July 26, 2021

a “precise, rapid and portable” test for the identification of COVID-19 and the screening of mutant strains

Juan Carlos Izpisua, extraordinary professor of Developmental Biology at the Catholic University of Murcia (UCAM) and professor at the Salk Gene Expression Laboratory, in the United States, is the main author of a work, published in Med, in which it is described a new test, called NIRVANA, which simultaneously detects and sequences COVID-19 and any of its variants, the flu virus and other viruses, in a few minutes, with portable technology, as reported by the university center in a press release .

© UCAM

Izpisua has explained, in the aforementioned informative note, that it is “a method of detection and surveillance of viruses that does not require an expensive infrastructure, as in other cases, but we achieve, with a quick and portable test, the same as other slower and more expensive methods ”. The project is funded by UCAM and the Seneca Foundation, the Murcia Region Science and Technology Agency.

Doing tests that can detect COVID-19 quickly in the population, they continue, is “key to stopping its spread. On the other hand, it is essential to monitor new variants of the virus, some of which could respond differently to treatments or vaccines ”. Currently, the standard test to determine if a patient has the disease is to perform a PCR to identify the genetic material of the virus. However, “if the test is negative, we don’t get any information about the cause of the patient’s symptoms, unless they do additional PCR tests for other viruses. And if the sample is positive for SARS-CoV-2, we do not know with which variant of COVID-19 the patient is infected, unless other much longer and more expensive sequencing tests are carried out, ”explains Estrella Núñez, Vice-Rector for Research from UCAM and co-author of the study.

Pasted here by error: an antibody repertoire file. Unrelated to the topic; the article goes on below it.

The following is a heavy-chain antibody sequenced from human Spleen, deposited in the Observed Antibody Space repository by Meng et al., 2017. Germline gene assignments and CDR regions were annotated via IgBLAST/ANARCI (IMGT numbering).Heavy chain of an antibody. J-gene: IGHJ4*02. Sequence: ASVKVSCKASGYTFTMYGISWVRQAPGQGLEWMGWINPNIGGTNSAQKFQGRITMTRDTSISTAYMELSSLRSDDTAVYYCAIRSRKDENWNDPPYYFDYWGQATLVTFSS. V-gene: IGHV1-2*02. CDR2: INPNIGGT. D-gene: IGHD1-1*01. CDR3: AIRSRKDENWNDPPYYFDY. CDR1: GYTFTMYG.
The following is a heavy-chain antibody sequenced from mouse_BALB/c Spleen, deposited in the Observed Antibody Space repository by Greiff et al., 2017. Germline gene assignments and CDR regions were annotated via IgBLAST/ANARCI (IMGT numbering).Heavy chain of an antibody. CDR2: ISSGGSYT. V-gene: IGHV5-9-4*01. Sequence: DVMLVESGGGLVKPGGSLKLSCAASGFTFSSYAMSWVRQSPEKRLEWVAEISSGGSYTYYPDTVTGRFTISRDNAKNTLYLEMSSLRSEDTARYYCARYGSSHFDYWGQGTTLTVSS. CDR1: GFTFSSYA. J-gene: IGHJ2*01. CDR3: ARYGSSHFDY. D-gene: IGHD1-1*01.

The PCR technique uses temperature cycles to separate the DNA strands and copy them repeatedly to be able to visualize them; RPA, for its part, uses proteins, rather than temperature changes, to achieve the same thing. This technology makes it possible to copy longer stretches of DNA and probe multiple genes at the same time. “We quickly realized that we could use this technique not only to detect SARS-CoV-2, but also other viruses at the same time,” says Mo Li, co-leader of the research group.

In the article, the researchers describe the design of a small, portable device, NIRVANA, based on the RPA method, which can analyze 96 samples at the same time. This tool can simultaneously test COVID-19, influenza, human adenovirus, and non-SARS-CoV-2 human coronavirus samples. In just 15 minutes, the device starts giving positive and negative results, and in three hours it finishes the results of all 96 samples, including the sequences of five regions of SARS-CoV-2 that are particularly prone to mutations that lead to new ones. variants.

NIRVANA has been tested in positive samples for coronavirus, to determine COVID-19 and wastewater that could contain this virus and others. In all cases, they highlight, the test was able to correctly detect which viruses were present and, in addition, the sequencing data allowed to delimit the origin of SARS-CoV-2 in positive cases, differentiating strains from China, Europe or Africa, for example. “The design of this device is very flexible, so it is not limited only to the examples that we have tested so far, we can easily adapt it to detect other pathogens, even something new and emerging,” stresses Li.

Given the small size and portability of NIRVANA, it could be used to quickly identify viruses in companies, schools, universities or airports, provided by UCAM in the aforementioned statement, or to monitor wastewater and detect the presence of new viruses. “The COVID-19 pandemic has brought two important lessons to the table: first, conduct massive tests quickly, and second, learn the variants of the virus. Our NIRVANA method provides a promising solution to these two challenges not only for the current pandemic, but also for possible future ones ”, concludes Izpisua.